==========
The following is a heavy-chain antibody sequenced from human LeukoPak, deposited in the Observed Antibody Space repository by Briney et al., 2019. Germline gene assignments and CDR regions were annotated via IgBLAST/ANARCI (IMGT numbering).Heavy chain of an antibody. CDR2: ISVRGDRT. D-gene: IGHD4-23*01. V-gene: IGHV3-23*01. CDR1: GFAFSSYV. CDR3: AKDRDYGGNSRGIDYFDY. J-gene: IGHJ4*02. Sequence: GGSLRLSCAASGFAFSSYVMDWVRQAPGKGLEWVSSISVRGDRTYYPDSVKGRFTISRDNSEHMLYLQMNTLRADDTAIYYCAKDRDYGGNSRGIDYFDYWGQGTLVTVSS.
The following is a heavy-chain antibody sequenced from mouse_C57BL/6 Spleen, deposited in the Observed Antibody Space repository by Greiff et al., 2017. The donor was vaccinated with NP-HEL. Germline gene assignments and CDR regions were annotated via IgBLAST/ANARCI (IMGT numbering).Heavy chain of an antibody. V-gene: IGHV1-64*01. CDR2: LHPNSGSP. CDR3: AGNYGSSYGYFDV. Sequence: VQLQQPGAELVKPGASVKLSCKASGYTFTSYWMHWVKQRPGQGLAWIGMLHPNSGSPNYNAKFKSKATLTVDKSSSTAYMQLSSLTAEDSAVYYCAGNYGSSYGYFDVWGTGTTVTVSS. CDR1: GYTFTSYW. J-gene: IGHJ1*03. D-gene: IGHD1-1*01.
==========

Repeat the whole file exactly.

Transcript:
The following is a heavy-chain antibody sequenced from human LeukoPak, deposited in the Observed Antibody Space repository by Briney et al., 2019. Germline gene assignments and CDR regions were annotated via IgBLAST/ANARCI (IMGT numbering).Heavy chain of an antibody. CDR2: ISVRGDRT. D-gene: IGHD4-23*01. V-gene: IGHV3-23*01. CDR1: GFAFSSYV. CDR3: AKDRDYGGNSRGIDYFDY. J-gene: IGHJ4*02. Sequence: GGSLRLSCAASGFAFSSYVMDWVRQAPGKGLEWVSSISVRGDRTYYPDSVKGRFTISRDNSEHMLYLQMNTLRADDTAIYYCAKDRDYGGNSRGIDYFDYWGQGTLVTVSS.
The following is a heavy-chain antibody sequenced from mouse_C57BL/6 Spleen, deposited in the Observed Antibody Space repository by Greiff et al., 2017. The donor was vaccinated with NP-HEL. Germline gene assignments and CDR regions were annotated via IgBLAST/ANARCI (IMGT numbering).Heavy chain of an antibody. V-gene: IGHV1-64*01. CDR2: LHPNSGSP. CDR3: AGNYGSSYGYFDV. Sequence: VQLQQPGAELVKPGASVKLSCKASGYTFTSYWMHWVKQRPGQGLAWIGMLHPNSGSPNYNAKFKSKATLTVDKSSSTAYMQLSSLTAEDSAVYYCAGNYGSSYGYFDVWGTGTTVTVSS. CDR1: GYTFTSYW. J-gene: IGHJ1*03. D-gene: IGHD1-1*01.